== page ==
Montreal—Patients diagnosed with anaphylaxis of an unknown cause tend to be treated inconsistently and suboptimally compared with those with an established diagnosis, according to a new study.

The study, published in The Journal of Allergy and Clinical Immunology: In Practice, followed nearly 4,000 cases of anaphylaxis seen in Canadian emergency departments from 2011 to 2018. McGill University–led researchers point out that surprising little is known about anaphylaxis due to an unknown trigger (AUT), even though it is an unpredictable and potentially fatal allergic reaction that is almost impossible to prevent through avoidance.

“In our study, 7.5 percent of the anaphylaxis cases were due to an unknown cause, and we found that the treatment and follow-up of AUT were suboptimal and inconsistent both inside and outside of the hospital,” explained lead researcher Moshe Ben-Shoshan, MD, MSc, a pediatric allergist and immunologist at the Research Institute of the McGill University Health Centre (RI-MUHC), and the Montreal Children’s Hospital of the MUHC.

“Specifically, epinephrine was underused and antihistamines were the primary treatment drug for AUT: 46 percent of patients in our study received antihistamines before arriving at the hospital and 55 percent of patients received antihistamines in the hospital emergency department,” Ben-Shoshan said.

The study is part of a larger national project and database, the Cross-Canada Anaphylaxis Registry (C-CARE), which tracks the rates, triggers, and management of anaphylaxis in different provinces and settings throughout Canada.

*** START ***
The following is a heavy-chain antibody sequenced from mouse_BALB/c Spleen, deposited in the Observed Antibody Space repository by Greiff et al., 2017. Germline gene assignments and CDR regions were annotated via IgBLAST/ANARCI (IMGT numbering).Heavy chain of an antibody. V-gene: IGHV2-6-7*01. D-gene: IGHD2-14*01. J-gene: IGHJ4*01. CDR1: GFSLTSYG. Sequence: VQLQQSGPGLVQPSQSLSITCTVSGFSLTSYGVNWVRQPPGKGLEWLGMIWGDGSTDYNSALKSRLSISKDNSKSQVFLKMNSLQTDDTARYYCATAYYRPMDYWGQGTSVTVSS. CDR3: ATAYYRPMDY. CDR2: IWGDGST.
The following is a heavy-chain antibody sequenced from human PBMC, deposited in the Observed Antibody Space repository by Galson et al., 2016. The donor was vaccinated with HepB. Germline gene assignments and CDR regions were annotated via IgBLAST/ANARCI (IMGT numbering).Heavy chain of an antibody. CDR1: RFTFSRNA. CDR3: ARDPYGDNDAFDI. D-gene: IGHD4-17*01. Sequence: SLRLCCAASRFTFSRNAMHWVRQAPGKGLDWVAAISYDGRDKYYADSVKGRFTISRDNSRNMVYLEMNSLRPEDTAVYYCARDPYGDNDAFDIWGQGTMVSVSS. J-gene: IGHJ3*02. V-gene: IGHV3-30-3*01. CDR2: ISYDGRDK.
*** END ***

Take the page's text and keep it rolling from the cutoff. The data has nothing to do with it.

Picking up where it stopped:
An unexpected finding of the research was that nearly one-fifth of patients with AUT were not prescribed an epinephrine autoinjector and that adults were even less likely to receive such a prescription than children.

Furthermore, the study team notes, just more than half of the patients, 56%, were referred to an allergist, although that was rare in the case of adults. Allergists were able to identify the cause of the severe allergy attack in 38% of those cases, according to the report.

The study recruited 295 AUT cases (7.5%) among 3,922 cases of anaphylaxis. In the prehospital setting. More likely to receive treatment with epinephrine were children (adjusted odds ratio [aOR], 1.20; 95% CI, 1.05-1.37) and those with a known food allergy (aOR, 1.14; 95% CI, 1.02-1.28.).

The study found that children were also more likely to be assessed by an allergist after their reaction (aOR, 1.43; 95% CI, 1.13-1.81) and were more likely to have an identified trigger for their reaction (aOR, 1.35; 95% CI, 1.07-1.70).

Among patients contacted for follow-up, food was identified as the cause of a reaction in 11 of 76 patients, while a new food allergy was diagnosed in four patients—two children and two adults.

“The underuse of epinephrine and the low rates of referral to an allergist, mainly in adults with AUT, highlight the need for clear guidelines and educational programs for diagnosis and management,” noted first author Michelle Le, a medical student at McGill University. “The important takeaway from this study is that there are significant discrepancies in treatment and follow up of patients with AUT that must be addressed in order to ensure prompt and appropriate management of anaphylaxis.”

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